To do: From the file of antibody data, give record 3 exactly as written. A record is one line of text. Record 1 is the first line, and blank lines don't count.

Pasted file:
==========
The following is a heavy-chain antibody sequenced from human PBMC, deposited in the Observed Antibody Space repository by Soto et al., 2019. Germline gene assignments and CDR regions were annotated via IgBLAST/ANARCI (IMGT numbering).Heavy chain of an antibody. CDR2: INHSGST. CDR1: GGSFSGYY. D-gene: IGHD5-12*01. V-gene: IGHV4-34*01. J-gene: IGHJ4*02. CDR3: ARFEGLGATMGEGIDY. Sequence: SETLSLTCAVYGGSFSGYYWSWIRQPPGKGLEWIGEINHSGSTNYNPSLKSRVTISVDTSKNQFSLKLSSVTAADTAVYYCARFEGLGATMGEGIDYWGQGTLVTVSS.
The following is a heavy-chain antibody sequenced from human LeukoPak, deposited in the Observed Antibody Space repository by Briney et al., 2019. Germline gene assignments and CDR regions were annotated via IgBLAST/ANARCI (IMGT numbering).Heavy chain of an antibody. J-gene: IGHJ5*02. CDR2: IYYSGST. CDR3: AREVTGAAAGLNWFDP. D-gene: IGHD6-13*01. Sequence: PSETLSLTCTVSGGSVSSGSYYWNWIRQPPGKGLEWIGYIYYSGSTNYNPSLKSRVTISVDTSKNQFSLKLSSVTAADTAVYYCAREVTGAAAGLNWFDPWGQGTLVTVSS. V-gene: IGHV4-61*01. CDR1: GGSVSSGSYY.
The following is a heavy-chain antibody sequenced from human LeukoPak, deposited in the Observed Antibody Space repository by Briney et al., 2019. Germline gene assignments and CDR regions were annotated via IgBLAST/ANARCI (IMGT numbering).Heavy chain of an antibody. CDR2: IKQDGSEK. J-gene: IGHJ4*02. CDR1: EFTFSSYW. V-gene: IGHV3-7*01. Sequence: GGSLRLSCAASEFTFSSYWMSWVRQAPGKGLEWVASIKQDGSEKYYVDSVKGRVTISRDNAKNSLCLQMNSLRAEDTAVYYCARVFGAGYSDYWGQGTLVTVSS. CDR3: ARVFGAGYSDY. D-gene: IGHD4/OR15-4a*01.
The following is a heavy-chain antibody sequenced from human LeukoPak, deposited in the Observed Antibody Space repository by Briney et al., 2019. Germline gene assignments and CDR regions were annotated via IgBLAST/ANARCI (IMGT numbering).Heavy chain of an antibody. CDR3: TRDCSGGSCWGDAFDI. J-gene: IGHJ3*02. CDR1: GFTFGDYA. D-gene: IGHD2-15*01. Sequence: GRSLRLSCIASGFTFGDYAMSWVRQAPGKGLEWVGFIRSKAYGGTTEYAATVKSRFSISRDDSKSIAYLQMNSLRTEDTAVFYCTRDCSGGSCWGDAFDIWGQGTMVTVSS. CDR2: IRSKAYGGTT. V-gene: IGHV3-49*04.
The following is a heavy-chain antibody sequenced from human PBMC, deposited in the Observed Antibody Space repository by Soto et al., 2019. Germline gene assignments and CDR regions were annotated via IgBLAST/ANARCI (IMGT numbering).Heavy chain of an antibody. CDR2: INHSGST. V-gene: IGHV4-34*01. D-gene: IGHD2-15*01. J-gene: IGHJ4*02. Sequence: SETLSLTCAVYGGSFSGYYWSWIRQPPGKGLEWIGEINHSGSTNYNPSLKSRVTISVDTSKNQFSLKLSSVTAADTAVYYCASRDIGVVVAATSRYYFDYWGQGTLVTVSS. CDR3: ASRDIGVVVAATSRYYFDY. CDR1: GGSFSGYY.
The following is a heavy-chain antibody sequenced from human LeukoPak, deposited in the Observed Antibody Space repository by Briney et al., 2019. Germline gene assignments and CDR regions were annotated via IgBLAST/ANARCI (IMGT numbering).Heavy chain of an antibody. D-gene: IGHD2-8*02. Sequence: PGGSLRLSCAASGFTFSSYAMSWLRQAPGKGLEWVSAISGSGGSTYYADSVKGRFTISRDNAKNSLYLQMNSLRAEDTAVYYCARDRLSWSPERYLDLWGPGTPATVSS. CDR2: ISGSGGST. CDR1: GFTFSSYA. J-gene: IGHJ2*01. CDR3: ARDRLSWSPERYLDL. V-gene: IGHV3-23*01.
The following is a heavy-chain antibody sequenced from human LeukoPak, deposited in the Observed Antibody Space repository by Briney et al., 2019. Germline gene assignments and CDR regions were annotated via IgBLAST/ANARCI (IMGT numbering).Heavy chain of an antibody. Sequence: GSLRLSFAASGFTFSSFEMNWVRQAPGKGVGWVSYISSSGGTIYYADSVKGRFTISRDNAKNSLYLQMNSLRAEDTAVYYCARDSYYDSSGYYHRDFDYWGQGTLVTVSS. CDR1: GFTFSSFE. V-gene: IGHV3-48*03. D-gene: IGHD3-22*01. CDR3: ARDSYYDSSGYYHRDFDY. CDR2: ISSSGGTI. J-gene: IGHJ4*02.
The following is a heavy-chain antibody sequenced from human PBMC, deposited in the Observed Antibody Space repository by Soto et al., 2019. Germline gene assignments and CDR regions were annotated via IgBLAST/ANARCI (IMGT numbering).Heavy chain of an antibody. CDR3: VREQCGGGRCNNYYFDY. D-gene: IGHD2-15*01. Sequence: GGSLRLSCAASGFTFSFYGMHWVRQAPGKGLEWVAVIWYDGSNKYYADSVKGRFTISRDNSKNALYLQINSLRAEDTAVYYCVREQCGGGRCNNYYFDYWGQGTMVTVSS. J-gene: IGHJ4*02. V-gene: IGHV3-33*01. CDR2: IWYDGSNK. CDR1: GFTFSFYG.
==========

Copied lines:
The following is a heavy-chain antibody sequenced from human LeukoPak, deposited in the Observed Antibody Space repository by Briney et al., 2019. Germline gene assignments and CDR regions were annotated via IgBLAST/ANARCI (IMGT numbering).Heavy chain of an antibody. CDR2: IKQDGSEK. J-gene: IGHJ4*02. CDR1: EFTFSSYW. V-gene: IGHV3-7*01. Sequence: GGSLRLSCAASEFTFSSYWMSWVRQAPGKGLEWVASIKQDGSEKYYVDSVKGRVTISRDNAKNSLCLQMNSLRAEDTAVYYCARVFGAGYSDYWGQGTLVTVSS. CDR3: ARVFGAGYSDY. D-gene: IGHD4/OR15-4a*01.